Review: ‘Sing Street’

Sing Street review

Sing Street is one of those movies that makes you walk out of the theater with a smile on your face. Alongside the great performances and catchy tunes, the film has an energy to it that soaks into you and by the time credits roll, it makes you feel like you too can accomplish those hard to grasp dreams.

Set in 1980’s Dublin, 14-year-old Conor (Ferdia Walsh-Peelo) is forced to go to a new school because of his parents’ money issues. One day, he spots a beautiful girl, Raphina (Lucy Boynton), and eventually summons up the courage to talk with her. Turns out, she’s a wannabe model so, in an effort to hang out with her more, he asks if she wants to star in his band’s music video they are planning to shoot. Only problem is, he’s not in a band. He’s barely got any friends.

And so, like most great artists, it starts with trying to impress a girl.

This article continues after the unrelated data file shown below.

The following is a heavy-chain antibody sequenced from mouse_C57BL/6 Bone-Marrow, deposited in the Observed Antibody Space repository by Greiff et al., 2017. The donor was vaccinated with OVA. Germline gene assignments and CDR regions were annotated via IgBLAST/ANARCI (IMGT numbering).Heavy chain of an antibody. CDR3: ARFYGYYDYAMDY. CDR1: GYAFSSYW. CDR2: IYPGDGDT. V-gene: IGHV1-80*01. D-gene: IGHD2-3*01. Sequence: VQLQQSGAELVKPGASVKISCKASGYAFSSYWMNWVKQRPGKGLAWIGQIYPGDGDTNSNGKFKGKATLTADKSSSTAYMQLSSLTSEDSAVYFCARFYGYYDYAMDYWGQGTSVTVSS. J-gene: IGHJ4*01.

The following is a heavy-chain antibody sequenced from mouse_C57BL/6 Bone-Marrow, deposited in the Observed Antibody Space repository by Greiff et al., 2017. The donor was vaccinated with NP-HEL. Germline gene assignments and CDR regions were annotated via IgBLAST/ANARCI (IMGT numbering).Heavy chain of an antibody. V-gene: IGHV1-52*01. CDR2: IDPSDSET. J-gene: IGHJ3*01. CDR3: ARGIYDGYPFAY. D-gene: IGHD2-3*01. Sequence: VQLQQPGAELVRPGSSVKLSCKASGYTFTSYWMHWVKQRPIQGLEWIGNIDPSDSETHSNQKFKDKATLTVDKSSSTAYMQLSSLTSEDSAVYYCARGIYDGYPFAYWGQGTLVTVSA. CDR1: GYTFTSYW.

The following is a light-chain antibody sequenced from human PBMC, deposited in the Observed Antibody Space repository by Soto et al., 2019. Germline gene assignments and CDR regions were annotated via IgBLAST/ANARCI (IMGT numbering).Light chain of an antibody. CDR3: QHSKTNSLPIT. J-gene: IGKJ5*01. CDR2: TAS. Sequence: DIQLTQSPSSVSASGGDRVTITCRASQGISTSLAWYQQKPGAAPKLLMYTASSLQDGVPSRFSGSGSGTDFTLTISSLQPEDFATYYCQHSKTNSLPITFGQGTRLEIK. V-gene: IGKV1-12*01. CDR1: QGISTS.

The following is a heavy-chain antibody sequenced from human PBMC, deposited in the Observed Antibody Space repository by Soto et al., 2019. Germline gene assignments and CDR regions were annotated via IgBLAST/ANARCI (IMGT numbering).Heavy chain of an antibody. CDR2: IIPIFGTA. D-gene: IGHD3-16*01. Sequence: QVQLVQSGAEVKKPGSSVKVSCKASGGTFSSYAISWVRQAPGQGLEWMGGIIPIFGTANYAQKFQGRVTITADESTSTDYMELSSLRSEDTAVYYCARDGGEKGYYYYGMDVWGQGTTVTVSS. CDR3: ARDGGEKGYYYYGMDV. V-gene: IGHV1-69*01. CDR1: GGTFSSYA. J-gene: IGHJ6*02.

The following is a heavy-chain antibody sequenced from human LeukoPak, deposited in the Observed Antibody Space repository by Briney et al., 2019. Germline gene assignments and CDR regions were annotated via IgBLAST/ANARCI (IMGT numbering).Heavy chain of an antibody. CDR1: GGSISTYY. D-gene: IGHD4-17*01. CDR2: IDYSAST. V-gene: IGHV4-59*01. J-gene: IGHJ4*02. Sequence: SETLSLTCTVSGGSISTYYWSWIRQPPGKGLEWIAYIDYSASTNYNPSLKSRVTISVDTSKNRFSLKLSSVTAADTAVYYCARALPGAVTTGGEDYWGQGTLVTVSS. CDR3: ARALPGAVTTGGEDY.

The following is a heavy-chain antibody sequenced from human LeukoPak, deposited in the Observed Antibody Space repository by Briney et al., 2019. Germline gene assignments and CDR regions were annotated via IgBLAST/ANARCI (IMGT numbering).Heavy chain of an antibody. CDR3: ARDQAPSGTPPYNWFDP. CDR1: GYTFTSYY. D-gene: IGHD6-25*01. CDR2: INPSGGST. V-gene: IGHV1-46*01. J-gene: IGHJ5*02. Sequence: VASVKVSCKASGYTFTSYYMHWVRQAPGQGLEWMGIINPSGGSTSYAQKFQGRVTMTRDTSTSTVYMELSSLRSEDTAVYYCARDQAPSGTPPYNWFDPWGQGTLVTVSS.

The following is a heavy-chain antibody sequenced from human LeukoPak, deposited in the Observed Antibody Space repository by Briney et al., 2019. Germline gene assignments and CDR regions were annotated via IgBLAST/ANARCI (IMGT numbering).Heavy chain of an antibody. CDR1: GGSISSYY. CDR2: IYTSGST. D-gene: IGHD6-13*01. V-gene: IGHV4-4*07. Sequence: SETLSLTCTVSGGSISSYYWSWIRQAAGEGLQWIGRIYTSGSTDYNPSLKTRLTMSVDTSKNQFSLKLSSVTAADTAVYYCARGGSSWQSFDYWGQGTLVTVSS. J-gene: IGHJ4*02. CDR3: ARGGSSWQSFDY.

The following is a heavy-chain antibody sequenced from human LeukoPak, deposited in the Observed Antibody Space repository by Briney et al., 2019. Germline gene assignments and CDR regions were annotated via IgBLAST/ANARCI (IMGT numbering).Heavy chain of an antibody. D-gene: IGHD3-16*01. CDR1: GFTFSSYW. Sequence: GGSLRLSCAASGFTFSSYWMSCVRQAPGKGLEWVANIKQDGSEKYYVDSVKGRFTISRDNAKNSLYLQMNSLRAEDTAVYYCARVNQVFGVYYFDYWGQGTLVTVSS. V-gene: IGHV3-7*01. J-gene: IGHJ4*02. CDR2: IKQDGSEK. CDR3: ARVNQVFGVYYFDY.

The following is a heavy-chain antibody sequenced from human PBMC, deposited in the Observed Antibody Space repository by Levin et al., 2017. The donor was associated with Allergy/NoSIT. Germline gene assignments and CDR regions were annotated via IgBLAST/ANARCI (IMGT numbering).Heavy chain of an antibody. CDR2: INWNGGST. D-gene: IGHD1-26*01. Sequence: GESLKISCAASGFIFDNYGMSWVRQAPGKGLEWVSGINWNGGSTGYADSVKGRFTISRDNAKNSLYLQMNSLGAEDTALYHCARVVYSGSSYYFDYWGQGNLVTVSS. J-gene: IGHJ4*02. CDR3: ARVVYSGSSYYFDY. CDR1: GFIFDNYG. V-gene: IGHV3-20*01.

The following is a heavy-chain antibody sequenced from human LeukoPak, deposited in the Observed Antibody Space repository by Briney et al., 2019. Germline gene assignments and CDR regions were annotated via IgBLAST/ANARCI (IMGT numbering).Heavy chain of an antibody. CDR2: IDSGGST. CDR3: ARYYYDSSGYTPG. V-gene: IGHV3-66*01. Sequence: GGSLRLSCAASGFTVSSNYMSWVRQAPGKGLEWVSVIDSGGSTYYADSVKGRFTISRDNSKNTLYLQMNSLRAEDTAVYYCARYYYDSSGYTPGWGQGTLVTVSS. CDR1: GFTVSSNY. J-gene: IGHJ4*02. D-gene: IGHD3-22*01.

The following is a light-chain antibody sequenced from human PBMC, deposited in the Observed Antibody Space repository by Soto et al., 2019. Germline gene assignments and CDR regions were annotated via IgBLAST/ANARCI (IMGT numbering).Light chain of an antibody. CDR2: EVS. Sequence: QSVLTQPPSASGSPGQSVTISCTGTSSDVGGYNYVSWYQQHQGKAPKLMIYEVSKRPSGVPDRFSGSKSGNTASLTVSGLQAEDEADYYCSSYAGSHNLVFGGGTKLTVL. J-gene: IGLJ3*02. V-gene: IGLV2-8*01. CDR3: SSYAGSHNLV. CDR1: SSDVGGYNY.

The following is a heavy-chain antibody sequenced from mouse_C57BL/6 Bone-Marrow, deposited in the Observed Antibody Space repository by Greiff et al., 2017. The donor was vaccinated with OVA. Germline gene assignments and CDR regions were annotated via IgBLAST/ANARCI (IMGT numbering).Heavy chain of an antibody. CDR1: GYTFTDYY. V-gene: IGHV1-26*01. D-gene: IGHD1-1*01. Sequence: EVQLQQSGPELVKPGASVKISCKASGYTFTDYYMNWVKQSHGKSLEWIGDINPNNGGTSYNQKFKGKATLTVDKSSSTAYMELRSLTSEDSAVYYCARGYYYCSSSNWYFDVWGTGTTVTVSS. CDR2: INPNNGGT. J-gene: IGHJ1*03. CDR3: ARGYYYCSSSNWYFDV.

And like Nick Fury assembling The Avengers, Conor (who’s now calling himself Cosmo) goes on a search for his band. He gathers the best – and probably only – musicians at his school and after a lot of practice, they’re ready to go. With the help of his mentor and brother, Brendan (the funny Jack Reynor), Cosmo is able to not only navigate his new school but the ups and down of love and music.

Writer/director John Carney’s Once is a favorite of mine – both the film and musical of the same name – and here, he’s done it again. He’s got the 80’s music scene down and melds it with the uncertainness of teenage angst and that feeling where at that age anything can be accomplished.

Reynor, a cross between Chris Pratt and Seth Rogen, is terrific as the big brother. He’s a guy who had big dreams but life in 80’s Dublin has just worn him down, though he’d never say that. He lacks ambition and any sort of drive but that doesn’t stop him from pushing Cosmo to pursue his dreams. Plus, he’s got one of the best lines in the movie: “No woman can truly love a man who listens to Phil Collins.” (It’s in the trailer so I didn’t spoil anything for you!) Boynton is also great. Raphina hides her sadness well and she’s looking to make her life better, sometimes is the worst way possible.

You’ll really like this if you’re a fan of 80’s music but you’ll love it if you’re a fan of funny, heartwarming stories.

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